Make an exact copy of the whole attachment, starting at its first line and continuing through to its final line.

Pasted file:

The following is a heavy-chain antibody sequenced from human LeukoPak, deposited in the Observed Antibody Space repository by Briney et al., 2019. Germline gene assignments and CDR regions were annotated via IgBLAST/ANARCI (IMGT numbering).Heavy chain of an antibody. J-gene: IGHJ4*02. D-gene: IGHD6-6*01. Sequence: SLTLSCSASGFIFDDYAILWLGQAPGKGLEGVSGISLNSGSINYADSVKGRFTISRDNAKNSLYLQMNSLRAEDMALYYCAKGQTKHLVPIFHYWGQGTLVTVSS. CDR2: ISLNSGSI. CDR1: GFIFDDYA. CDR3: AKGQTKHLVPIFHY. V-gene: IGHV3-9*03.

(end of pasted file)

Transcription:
The following is a heavy-chain antibody sequenced from human LeukoPak, deposited in the Observed Antibody Space repository by Briney et al., 2019. Germline gene assignments and CDR regions were annotated via IgBLAST/ANARCI (IMGT numbering).Heavy chain of an antibody. J-gene: IGHJ4*02. D-gene: IGHD6-6*01. Sequence: SLTLSCSASGFIFDDYAILWLGQAPGKGLEGVSGISLNSGSINYADSVKGRFTISRDNAKNSLYLQMNSLRAEDMALYYCAKGQTKHLVPIFHYWGQGTLVTVSS. CDR2: ISLNSGSI. CDR1: GFIFDDYA. CDR3: AKGQTKHLVPIFHY. V-gene: IGHV3-9*03.